Puerta Roja is proud to present Flowering Skulls - A Celebration Life and Death. The exhibition opens on 15th November and will include a new series of ceramic and bronze sculptures as well as photography by Mexican emerging artist, Arturo Muela.
“Through the lens of contemporary art, Arturo gives us a fresh look into the ‘Day of the Dead’ celebrations that reflect Mexican culture’s embrace and acceptance of death through the use of beauty, lively celebrations and even humour” says Adriana Alvarez-Nichol, founder of Puerta Roja.
Monochromatic gleaming ceramic skulls and heavy bronzes are infused with eerie elegance through careful placement of blossoming flowers, exploring the boundaries between the living and the departed, the eternal and the ephemeral. The result captivates us, being elegantly solemn and surprisingly humorous at the same time. The artist's photographic work in the series goes a step further by including a new element: the setting. The skulls stand among bright oranges and flowers as well as inert market fish, brown leaves on the ground and arid soils. They stand as a proof of the coexistence of opposites.
Alicia Buenrostro Massieu, Consul General of Mexico in Hong Kong shares “Learning to cope with mortality has always been a fundamental preoccupation of human existence, but in contrast to many cultures, Mexicans proclaim death, and caress it and even joke with it. During the celebration period of the ‘Day of the dead’, Mexicans believe that the departed have divine permission to visit the living and enjoy once again the pleasures of life with their loved ones”. Death is perceived not as the end of life but as a continuum, life is a dream and only through death does one become truly awake. Mexicans do not dismay about death, they embrace it as part of life.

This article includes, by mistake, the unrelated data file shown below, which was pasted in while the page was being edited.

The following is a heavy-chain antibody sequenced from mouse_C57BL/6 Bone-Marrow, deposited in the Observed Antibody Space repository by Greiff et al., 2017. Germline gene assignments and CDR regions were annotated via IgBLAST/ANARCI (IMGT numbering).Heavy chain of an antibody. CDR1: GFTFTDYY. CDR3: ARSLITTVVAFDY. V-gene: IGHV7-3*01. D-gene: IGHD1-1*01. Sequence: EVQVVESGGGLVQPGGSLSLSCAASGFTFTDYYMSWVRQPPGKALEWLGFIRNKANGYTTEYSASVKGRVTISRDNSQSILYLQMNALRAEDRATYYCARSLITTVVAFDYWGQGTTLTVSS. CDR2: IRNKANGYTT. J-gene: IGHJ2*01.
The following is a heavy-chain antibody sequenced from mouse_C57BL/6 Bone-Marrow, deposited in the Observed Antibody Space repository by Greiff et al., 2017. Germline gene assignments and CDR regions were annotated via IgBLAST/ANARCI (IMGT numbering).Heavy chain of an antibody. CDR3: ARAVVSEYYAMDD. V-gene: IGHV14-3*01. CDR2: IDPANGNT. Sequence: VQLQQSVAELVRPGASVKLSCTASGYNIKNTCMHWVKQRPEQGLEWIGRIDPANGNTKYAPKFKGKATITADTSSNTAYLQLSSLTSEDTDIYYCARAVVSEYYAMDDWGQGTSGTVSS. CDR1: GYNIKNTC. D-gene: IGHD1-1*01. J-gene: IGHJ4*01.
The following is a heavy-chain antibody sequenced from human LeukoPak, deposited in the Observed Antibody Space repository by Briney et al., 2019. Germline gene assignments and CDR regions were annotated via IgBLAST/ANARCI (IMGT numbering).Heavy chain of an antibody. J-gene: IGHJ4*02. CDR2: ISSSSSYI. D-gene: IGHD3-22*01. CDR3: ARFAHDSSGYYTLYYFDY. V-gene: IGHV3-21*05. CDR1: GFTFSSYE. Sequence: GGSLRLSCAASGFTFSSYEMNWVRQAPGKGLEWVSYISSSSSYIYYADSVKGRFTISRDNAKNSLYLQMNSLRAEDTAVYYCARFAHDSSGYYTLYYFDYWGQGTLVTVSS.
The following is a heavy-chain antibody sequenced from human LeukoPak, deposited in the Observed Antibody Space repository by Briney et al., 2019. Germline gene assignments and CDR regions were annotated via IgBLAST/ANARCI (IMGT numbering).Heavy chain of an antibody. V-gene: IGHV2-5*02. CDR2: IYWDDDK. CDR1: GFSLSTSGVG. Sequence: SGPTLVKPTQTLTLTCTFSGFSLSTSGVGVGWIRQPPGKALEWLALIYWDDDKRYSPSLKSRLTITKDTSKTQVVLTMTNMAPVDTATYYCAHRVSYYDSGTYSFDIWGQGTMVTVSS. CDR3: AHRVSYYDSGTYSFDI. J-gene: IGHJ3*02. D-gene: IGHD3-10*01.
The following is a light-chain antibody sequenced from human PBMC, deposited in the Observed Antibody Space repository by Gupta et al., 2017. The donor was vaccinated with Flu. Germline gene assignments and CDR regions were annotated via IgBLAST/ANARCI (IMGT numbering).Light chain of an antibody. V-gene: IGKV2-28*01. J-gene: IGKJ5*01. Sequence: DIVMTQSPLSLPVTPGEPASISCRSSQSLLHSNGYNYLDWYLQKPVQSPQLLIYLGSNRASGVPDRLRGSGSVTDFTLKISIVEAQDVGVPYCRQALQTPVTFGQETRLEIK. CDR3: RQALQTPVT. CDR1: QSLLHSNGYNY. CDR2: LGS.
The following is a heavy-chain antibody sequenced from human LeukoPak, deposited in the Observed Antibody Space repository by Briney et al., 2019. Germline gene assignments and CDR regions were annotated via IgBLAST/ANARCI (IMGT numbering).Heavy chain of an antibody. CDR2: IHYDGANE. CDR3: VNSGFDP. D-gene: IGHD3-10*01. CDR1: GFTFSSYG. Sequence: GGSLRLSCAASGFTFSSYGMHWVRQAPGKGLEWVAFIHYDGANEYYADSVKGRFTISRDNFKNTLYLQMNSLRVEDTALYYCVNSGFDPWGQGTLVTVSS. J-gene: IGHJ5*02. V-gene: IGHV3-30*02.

A key element of the celebrations is the setting up of altars in remembrance of the departed as well as visit to cemeteries, which aesthetically share striking similarities to Chinese ancestor worship and festivals such as QingMing in spring. Mexican altars display Calaveras (skulls) made of sugar adorned with vivid colours and the name of the deceased inscribed, families make ofrendas (offerings) of bright flowers and food such as the ‘pan de muertos’ (sweet bread in the shape of bones), candles and a photo of the departed soul.
Both in the case of Mexico and China, the practice is rooted in ancient cultures dating more than 3,000 years. Whilst both cultures believe the deceased family members have a continued existence, the aim of ancestor worship is to ensure their continued well-being in the afterlife and positive disposition towards the living. In Mexico, differing from Chinese culture, the altars are not for worshipping or appeasing but for offering love to the departed and to invite them to come home and enjoy the fruits of life with their loved ones one more time.
Muela himself expresses: “When someone we love dies and we stay, there is a fathomless pain that remains. So, what do we do with that pain? There are many different rites and ceremonies to honour the dead, but one thing remains constant amongst cultures: the offering made. The offering is an impulse of love which moves us to do something that allows us to communicate, to cut through the borders of life. I made these sculptural bodies embracing this idea of an offering, bodies which represent space while carrying a message to those we love, to those we would like to know we miss them".
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